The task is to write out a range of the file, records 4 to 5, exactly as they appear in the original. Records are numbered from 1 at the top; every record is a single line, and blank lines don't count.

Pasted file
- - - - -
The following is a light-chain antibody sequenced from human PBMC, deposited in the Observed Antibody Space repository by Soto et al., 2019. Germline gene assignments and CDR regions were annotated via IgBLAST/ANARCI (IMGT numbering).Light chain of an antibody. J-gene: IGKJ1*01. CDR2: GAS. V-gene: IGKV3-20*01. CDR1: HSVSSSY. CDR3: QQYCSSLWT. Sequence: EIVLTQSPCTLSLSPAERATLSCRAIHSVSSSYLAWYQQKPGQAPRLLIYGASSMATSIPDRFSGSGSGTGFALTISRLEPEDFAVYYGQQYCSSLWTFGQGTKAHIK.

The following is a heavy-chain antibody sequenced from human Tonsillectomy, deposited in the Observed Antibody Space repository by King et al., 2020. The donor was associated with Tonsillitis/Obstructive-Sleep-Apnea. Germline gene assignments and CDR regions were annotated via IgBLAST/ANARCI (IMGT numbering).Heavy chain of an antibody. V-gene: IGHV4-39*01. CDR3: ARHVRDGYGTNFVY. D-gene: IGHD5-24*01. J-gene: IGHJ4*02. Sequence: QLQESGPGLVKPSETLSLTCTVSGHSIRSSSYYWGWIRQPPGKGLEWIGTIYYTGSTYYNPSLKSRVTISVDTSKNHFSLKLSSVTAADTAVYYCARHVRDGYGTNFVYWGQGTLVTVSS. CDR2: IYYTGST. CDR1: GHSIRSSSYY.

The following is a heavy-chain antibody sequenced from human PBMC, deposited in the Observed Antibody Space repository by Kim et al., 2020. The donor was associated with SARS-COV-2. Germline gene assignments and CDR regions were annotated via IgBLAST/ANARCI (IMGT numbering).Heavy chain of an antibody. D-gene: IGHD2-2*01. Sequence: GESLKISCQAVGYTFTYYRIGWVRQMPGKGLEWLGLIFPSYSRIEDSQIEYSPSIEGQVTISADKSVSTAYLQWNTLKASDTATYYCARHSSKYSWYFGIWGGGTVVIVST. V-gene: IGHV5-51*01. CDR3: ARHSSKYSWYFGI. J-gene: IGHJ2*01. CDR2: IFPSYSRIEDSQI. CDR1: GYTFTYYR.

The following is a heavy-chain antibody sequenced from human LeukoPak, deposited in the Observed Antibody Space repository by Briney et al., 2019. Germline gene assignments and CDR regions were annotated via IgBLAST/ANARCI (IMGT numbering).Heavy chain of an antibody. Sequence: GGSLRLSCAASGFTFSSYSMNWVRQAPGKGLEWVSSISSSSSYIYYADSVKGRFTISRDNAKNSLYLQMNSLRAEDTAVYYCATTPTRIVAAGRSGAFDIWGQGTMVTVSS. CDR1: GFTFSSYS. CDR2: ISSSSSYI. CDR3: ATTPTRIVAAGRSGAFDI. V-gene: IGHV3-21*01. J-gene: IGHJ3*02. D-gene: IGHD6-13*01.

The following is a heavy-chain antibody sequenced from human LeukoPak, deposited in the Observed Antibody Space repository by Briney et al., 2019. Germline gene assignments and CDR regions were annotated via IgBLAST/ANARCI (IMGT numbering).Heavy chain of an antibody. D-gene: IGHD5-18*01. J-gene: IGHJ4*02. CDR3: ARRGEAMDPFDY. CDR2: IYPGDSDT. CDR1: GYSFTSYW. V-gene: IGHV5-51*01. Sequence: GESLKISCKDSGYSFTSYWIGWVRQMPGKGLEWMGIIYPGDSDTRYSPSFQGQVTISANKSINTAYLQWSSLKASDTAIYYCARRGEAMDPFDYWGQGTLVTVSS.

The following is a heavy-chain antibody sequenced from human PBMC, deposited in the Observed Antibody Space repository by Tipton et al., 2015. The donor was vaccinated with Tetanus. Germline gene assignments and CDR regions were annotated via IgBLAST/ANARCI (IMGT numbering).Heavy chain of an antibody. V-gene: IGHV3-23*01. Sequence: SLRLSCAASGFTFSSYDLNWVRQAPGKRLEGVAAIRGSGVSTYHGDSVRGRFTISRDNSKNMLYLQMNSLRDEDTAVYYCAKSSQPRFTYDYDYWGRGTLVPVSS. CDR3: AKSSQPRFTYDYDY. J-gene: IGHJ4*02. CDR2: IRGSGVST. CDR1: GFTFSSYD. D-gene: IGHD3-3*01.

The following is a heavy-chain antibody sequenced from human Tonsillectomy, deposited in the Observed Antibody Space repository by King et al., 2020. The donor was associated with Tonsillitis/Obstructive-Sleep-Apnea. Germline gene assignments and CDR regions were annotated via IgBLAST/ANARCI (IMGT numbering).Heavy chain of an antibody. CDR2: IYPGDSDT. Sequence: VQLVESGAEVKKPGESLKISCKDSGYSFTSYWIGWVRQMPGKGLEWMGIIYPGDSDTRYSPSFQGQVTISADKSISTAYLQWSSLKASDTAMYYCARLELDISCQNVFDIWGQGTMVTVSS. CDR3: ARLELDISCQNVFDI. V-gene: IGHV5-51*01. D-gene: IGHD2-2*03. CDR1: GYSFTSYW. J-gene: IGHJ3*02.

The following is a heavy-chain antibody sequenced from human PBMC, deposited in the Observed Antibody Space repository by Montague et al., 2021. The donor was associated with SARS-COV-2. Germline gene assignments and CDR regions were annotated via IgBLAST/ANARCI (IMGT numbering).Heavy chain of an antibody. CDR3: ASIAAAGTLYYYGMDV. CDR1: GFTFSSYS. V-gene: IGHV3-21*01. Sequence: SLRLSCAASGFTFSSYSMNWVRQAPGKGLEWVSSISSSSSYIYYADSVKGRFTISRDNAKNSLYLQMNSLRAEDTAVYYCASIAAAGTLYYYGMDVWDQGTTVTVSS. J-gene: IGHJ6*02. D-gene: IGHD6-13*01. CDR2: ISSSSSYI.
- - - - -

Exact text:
The following is a heavy-chain antibody sequenced from human LeukoPak, deposited in the Observed Antibody Space repository by Briney et al., 2019. Germline gene assignments and CDR regions were annotated via IgBLAST/ANARCI (IMGT numbering).Heavy chain of an antibody. Sequence: GGSLRLSCAASGFTFSSYSMNWVRQAPGKGLEWVSSISSSSSYIYYADSVKGRFTISRDNAKNSLYLQMNSLRAEDTAVYYCATTPTRIVAAGRSGAFDIWGQGTMVTVSS. CDR1: GFTFSSYS. CDR2: ISSSSSYI. CDR3: ATTPTRIVAAGRSGAFDI. V-gene: IGHV3-21*01. J-gene: IGHJ3*02. D-gene: IGHD6-13*01.

The following is a heavy-chain antibody sequenced from human LeukoPak, deposited in the Observed Antibody Space repository by Briney et al., 2019. Germline gene assignments and CDR regions were annotated via IgBLAST/ANARCI (IMGT numbering).Heavy chain of an antibody. D-gene: IGHD5-18*01. J-gene: IGHJ4*02. CDR3: ARRGEAMDPFDY. CDR2: IYPGDSDT. CDR1: GYSFTSYW. V-gene: IGHV5-51*01. Sequence: GESLKISCKDSGYSFTSYWIGWVRQMPGKGLEWMGIIYPGDSDTRYSPSFQGQVTISANKSINTAYLQWSSLKASDTAIYYCARRGEAMDPFDYWGQGTLVTVSS.